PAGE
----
Details of Self-Publishing

book doctor 2015by Bobbie Christmas

Q: My writing organization is preparing an anthology. Would standard manuscript format apply? We are unsure of individual submission formats at this point. Please advise.

A: Standard manuscript format applies when submitting a manuscript to an agent or a publisher. Because you are going to self-publish the anthology, you may set the format any way you would like, but if an editor is going to edit the submissions, which I strongly advise, you would do well to ask for submissions in standard manuscript format, which does several things. It gets writers in the habit of using standard manuscript format; it is easy to read; and it gives editors room to work, if they edit the printed copy. Folks who are unfamiliar with standard manuscript format can go to www.zebraeditor.com and click on Tools for Writers. There they will find many free reports, including one that explains standard manuscript format. Continue reading

Publishers’ Guidelines and Preferences

book doctor 2015by Bobbie Christmas

Q: I am writing a collection of humorous personal experiences. I need advice on how to submit the collection to a publisher. Do I submit one or two chapters or more?

A: The answer depends on the publisher’s guidelines. Some want a proposal and one to three sample chapters. Some want only some sample chapters and a query letter. Publishers vary widely in their guidelines, and you must learn each one’s guidelines for submission and follow those guidelines to the letter. Continue reading

Branding, Brand Names, and Trademarks

book doctor 2015by Bobbie Christmas

Q: At a recent writers’ conference, the word “branding” kept being thrown around. Am I behind the times? What does branding mean, when it comes to writing books?

A: First let me define the word “brand.” I liked the following shortened definition from WhatIs.com, the best: “A brand is a product, service, or concept that is publicly distinguished from other products, services, or concepts so that it can be easily communicated and marketed. Branding is the process of creating and disseminating the brand name.” Continue reading

Radio Promotions

book doctor 2015by Bobbie Christmas

Q: I haven’t a clue about how to promote my book on radio, yet I’ve heard other writers have been successful doing so. What’s the secret?

A: Because I am a book editor, my expertise usually ends when a book gets published; however, I can tell you what a highly successful client of mine did.

He wrote a touching novel about a soldier in the Civil War, and he based it on information he found in an old family Bible. He labeled the book fiction, because he added dialogue and concocted details necessary to pull the story together, but he inserted photographs of the decapitated house where the real family had lived as well as marriage records and other documents to back up his story. After I edited the book and he self-published it, he and his wife loaded up their motor home and took off. Continue reading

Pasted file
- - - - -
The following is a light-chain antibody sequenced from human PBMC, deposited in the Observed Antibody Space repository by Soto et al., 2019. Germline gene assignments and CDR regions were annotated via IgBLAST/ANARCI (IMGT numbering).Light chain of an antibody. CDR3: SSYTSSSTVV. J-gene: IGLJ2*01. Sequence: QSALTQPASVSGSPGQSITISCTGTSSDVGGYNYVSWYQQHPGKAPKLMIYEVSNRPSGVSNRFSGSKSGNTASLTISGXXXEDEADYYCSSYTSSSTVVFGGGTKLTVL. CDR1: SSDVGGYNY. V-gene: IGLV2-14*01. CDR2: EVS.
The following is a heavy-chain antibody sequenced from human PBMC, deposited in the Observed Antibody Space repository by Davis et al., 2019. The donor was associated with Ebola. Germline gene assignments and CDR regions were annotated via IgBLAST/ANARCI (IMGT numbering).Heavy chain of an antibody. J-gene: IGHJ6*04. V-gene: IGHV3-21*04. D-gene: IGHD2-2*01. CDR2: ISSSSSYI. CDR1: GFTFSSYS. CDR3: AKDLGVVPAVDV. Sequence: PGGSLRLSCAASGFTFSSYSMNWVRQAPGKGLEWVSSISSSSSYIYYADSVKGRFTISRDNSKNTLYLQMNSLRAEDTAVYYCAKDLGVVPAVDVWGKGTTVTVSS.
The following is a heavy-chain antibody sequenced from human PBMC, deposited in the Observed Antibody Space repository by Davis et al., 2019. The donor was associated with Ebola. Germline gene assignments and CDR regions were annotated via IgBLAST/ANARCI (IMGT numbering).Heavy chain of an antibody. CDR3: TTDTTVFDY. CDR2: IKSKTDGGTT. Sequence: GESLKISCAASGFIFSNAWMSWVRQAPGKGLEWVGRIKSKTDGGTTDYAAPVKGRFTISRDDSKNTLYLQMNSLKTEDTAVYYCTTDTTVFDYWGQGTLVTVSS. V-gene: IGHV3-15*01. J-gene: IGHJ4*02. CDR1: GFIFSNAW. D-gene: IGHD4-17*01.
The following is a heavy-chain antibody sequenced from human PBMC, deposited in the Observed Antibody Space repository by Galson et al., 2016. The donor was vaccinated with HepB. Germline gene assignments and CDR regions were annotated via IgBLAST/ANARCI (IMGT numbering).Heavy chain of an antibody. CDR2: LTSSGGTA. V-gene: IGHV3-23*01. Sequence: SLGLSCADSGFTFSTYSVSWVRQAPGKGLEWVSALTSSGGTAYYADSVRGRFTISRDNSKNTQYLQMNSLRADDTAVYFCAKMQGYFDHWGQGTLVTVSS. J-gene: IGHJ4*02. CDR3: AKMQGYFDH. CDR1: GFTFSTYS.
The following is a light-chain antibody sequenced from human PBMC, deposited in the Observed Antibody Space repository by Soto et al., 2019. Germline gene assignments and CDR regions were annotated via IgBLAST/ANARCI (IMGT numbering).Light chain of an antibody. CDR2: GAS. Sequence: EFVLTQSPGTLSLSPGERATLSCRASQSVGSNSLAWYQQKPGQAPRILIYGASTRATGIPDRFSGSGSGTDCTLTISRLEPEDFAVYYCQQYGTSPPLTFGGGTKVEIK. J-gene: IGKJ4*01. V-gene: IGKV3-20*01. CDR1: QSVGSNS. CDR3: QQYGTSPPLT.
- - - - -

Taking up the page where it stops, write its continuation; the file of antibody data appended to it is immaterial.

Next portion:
Author Opinions, Synopses, Hyphenation, and Agents

book doctor 2015By Bobbie Christmas

Q: Is it ever appropriate for an author to express an opinion in a novel in an effort to influence readers? I’ve heard it’s called author intrusion, and we should avoid it.

A: My answer is that while author intrusion is rarely appropriate, authors still can slant a story or a character in a way that influences readers. One of my clients, who is opposed to killing sharks, wrote a gripping and successful novel about people who try to stop the slaughter of sharks for their fins. By the end of the story, trust me, most readers will be against slaughtering sharks as well. Never did the author intrude with a personal opinion; instead the opinions were those of the main characters. Through the characters’ research, dialogue, and actions, readers learn why slaughtering sharks is detrimental to the ecosystem. Continue reading

Thrillers, Genres, and Prologues

book doctor 2015by Bobbie Christmas

Q: When writing a thriller, should I begin the first chapter of the story with action from the protagonist or antagonist (villain), or does it matter what character I start with?

A: The protagonist (main character, the one who wants something or wants to do something) and the antagonist (the person or thing that attempts to stop the protagonist from getting what he or she wants, also known as the villain) are the two most important characters in any book, but no absolute rule dictates which point of view should begin the first chapter. It seems to me, however, that if you want readers to empathize with the protagonist, it’s better to begin with that character. Remember that the first person mentioned in a scene should be the point-of-view character for that scene. Continue reading

Issues with Cookbooks

book doctor 2015by Bobbie Christmas

Q: I’ve written a cookbook. I do not have any pictures of my recipes, but would like to have them in the final book. Do I need to hire a photographer or does the publisher provide assistance with that?

A: If a publisher buys the manuscript and wants the recipes illustrated, it will take all responsibility for finding and paying a professional who specializes in food photography, an art in itself. Continue reading